- Our Sites
- The News-Gazette
- NewsTalk 1400 WDWS-AM
- Lite Rock 97.5 WHMS
- 107.9 WKIO
- Community News
Michelle Jett of Champaign learned quite a bit during her seven years in the retail industry, including the fact that money isn’t everything.
The new executive director of Neighbor House, a domestic violence shelter in Monticello, said her passion for helping people dates back to a five-year stint with Rape Crisis Services and A Woman’s Place that took place shortly after she graduated from Champaign Centennial High School.
That work took place several years ago, but Jett always had a longing to get back into that line of work.
“I just missed the aspect of doing a job more because you like the job than the pay; going home every day and feeling like you’ve done something to contribute to your community,” said Jett, who started Dec. 10 at at the Piatt County shelter sponsored by Willow Tree Missions.
She replaces Kimberley Boyd, who resigned late last year to spend more time with her family.
“I really wanted to go back to this field, so when this job was open it was pretty much a perfect fit,” added Jett.
Suzanne Wells, president of the Willow Tree Missions board of directors, wholeheartedly agrees.
“We had some fabulous applicants,” said Wells. “She (Jett) has specific experience in a domestic violence shelter, and that was important for us, especially for a new shelter.” Neighbor House opened in March of 2012.
Wells said Jett’s background managing a retail operation gave her strong organizational skills, and that her training in counseling sexual assault victims also gave her an edge over other candidates.
Public service also runs in Jett’s family, with firemen, paramedics and nurses commonplace among her relatives.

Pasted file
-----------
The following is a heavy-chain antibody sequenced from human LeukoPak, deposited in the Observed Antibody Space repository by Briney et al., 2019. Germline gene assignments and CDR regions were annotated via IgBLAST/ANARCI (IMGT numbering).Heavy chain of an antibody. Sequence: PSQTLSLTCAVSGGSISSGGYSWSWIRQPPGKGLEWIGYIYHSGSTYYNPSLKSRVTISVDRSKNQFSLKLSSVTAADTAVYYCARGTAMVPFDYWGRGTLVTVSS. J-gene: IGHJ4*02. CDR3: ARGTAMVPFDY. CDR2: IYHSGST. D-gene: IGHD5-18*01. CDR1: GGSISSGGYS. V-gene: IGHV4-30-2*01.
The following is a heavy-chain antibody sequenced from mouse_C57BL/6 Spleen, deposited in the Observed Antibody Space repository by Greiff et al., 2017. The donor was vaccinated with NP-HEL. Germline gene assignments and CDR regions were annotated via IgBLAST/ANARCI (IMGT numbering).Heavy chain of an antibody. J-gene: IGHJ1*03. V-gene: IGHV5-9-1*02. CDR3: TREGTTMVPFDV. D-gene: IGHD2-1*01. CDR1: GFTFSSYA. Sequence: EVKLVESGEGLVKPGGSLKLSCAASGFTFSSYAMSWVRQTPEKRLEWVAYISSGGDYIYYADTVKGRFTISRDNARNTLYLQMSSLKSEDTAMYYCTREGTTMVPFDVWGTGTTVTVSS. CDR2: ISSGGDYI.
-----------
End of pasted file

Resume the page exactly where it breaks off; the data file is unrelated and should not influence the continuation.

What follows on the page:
Neighbor House provides emergency housing for those in an abusive relationship, and Jett said having a shelter in a smaller town such as Monticello is a real plus. She commented that quality services are available in Champaign and Decatur, but that it is sometimes helpful for those trying to leave abuse relationships to keep a little bit of home with them.
“It’s asking a lot for someone to leave the entire area to relocate their lives and kids, so to have a shelter here, where you can make changes and not completely walk away from your life makes a big difference,” she said.
Jett also hopes to raise awareness on domestic violence, which statistics show affect about one in four women sometime during their lives.
“We as a community need to address that, and step one is to start talking about it. The fact there is a shelter in town gets that conversation going.”
Neighbor House operates a 24-hour hotline at 217-631-1111. They can also be reached by email at email@example.com.
For those wishing to volunteer for the local agency, a 40-hour training session is scheduled for March. To register call Jett at 217-631-1018.